Vietnam will try to leverage its sea-based resources to the utmost and develop its coastal economic zones vigorously, said Permanent Deputy Prime Minister Nguyen Sinh Hung.
Speaking at a recent meeting on the 2010 socio-economic agenda, Deputy PM Hung added that the Government is also focused on safeguarding the country’s sovereignty in the nearby seas and islands,
Nguyen Chu Hoi, Deputy Director of the Department for Seas and Islands under the Ministry of Natural Resources and Environment, noted that Vietnam has a coastline of 3,260km and that coastal areas make up about 17 percent of the country’s total area. He said that 23 percent of the population live along or near the coastline.
Senior researcher Truong Dinh Hien said that the sea-based economy was a large field encompassing commercial exchange, technology and economic investment establishment of big industry, economic zones, urban chains, a coastal port system, services, tourism, infrastructure, national defence and security, sea-based constructions, mineral and oil exploitation, fishing and fish processing.
"The expansion of our sea-based economy would lead to big changes in society," Mr Hien said.
Fisheries is a sector of the sea-based economy that contributed more than US$4.2 billion to Vietnam's export turnover last year and created jobs for more than 1.5 million people.
However, the industry’s development is out of balance, according to Le Duc Toan, Deputy Chairman of the Vietnam Union of Science and Technology Associations.
The maritime sector had not planned its investment, resulting in a waste of money and human resources and causing fisheries to operate at a mere 30-40 percent of their potential.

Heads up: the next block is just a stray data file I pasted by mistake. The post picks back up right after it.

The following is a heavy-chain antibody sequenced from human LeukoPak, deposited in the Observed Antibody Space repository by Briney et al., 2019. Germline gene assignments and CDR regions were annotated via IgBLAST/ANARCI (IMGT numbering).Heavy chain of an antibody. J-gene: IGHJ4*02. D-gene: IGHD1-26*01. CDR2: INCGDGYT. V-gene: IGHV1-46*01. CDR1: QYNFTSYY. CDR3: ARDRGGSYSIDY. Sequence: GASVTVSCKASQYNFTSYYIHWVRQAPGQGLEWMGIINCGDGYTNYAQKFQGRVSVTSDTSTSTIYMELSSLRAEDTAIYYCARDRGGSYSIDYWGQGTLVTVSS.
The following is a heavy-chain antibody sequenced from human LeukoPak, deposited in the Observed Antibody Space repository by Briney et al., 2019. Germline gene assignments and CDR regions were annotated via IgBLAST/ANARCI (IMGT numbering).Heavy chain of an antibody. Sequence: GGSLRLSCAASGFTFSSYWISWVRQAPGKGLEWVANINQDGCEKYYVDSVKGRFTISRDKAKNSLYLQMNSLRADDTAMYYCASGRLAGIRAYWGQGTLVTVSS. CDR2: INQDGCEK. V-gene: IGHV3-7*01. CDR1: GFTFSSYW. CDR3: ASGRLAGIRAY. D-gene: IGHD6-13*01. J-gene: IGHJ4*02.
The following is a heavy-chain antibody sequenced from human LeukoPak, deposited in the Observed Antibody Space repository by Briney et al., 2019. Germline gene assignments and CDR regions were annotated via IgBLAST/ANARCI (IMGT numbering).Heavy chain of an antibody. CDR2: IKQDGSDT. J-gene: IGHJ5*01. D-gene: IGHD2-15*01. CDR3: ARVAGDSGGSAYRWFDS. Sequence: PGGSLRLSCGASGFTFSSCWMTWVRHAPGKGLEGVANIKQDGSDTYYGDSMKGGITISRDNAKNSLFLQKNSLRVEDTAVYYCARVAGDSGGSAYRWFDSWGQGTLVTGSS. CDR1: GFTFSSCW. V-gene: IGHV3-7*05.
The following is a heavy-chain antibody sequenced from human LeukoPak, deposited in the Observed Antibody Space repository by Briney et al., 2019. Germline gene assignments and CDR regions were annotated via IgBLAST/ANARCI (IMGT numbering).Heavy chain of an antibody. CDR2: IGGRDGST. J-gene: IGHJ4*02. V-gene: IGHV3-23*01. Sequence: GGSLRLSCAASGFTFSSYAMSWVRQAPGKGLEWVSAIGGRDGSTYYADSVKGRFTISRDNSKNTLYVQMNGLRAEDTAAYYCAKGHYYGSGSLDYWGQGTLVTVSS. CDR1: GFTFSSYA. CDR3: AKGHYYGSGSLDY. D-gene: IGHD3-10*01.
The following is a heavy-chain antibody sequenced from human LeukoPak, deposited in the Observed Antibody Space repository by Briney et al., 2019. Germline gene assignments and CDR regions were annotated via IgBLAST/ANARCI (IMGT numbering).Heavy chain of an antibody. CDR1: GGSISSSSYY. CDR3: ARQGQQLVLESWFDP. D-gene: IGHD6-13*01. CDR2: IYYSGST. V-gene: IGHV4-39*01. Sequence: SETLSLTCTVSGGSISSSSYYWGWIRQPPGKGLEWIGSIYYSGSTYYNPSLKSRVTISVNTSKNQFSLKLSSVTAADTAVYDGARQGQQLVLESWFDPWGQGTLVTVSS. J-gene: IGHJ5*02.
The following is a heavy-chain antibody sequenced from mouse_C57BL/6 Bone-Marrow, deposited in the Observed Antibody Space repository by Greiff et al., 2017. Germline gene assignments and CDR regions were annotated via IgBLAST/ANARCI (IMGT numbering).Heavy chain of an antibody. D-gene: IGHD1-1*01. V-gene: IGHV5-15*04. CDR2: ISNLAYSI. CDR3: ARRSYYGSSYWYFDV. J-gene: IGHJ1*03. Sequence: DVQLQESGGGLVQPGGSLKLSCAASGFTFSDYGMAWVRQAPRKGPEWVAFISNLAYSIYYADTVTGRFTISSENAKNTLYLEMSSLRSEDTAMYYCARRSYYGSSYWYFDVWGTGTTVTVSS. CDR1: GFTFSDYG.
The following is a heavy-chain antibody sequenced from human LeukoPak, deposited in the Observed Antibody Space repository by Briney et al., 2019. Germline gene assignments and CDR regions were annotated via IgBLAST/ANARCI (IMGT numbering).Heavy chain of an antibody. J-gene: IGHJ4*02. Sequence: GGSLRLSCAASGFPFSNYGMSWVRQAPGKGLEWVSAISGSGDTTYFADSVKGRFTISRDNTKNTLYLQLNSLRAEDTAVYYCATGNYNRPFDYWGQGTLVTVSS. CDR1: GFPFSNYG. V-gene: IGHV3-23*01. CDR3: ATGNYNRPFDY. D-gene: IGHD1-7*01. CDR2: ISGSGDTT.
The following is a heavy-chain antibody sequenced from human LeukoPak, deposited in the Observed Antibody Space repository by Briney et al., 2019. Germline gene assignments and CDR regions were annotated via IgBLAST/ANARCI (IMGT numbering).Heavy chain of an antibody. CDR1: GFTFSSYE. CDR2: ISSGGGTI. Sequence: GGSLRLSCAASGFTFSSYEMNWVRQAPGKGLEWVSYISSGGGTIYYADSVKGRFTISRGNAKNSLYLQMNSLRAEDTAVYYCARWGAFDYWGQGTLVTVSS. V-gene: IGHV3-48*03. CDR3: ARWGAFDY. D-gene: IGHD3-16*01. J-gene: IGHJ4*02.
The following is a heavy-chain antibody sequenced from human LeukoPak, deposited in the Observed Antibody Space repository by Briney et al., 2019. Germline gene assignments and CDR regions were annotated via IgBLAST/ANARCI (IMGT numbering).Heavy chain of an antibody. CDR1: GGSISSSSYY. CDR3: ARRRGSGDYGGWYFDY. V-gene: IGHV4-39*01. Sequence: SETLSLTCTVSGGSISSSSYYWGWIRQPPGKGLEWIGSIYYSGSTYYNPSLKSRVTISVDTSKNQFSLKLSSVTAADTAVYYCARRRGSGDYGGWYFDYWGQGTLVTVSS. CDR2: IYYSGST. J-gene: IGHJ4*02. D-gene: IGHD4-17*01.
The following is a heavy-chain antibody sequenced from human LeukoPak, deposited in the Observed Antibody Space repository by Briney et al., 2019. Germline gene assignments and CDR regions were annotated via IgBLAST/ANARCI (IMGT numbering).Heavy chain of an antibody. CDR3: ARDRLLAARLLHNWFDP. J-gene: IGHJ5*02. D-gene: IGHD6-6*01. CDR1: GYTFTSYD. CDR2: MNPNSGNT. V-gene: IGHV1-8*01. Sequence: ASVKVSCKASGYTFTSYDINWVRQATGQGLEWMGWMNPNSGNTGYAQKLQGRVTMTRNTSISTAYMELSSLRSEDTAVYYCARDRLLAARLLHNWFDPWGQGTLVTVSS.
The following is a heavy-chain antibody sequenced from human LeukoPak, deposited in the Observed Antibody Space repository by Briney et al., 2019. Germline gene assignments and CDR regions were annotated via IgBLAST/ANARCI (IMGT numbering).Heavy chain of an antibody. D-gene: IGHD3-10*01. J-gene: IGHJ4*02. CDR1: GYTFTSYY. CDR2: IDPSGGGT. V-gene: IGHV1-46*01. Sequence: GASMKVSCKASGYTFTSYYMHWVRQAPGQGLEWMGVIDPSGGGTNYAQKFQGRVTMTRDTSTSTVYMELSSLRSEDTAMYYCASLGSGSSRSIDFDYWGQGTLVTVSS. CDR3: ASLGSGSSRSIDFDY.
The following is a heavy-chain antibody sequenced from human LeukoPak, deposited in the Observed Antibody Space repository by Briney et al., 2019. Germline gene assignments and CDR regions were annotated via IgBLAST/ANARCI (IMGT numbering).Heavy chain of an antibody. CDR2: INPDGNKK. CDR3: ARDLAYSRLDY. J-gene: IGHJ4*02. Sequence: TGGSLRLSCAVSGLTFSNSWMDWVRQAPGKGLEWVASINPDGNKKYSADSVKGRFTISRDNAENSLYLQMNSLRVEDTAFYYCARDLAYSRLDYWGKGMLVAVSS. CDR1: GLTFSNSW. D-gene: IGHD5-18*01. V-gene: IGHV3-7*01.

Offshore fishing lacked large ships which limited its capacity, and inshore fishermen were destroying the environment with explosives, he said.
In addition, Vietnam had carried out only minimal studies of sea-bed resources. Mr Toan said a study of the socio-economic effect of a sea-based economic strategy was needed.
He called for more investment in Vietnam’s navy and good cooperation with other countries to safeguard the country’s sovereignty in the East Sea.
Sea tourism had great potential, with increasing investment, he said, but the industry still lacked essential services.
According to Nguyen Chu Hoi, exploitation of the sea and islands has brought some initial social and economic benefits, but the current use of the national resources is not efficient or sustainable.
Officials of the Truong Sa (Spratly) Archipelago, which belongs to Khanh Hoa province, were starting to tap its potential, said Nguyen Viet Thuan, Deputy Chairman of Truong Sa district.
"We are carrying out a shipbuilding project on Song Tu Tay Island and some of the other big islands to boost the economy of the region," he said.
Mr Thuan said the industry not only needs to work out an offshore fishing programme with good facilities, but also to provide poor fishermen from the coastal region a shelter from storms.
He added that a project was under way on Da Tay Island to raise white pomfrets that are much better than those raised on the mainland.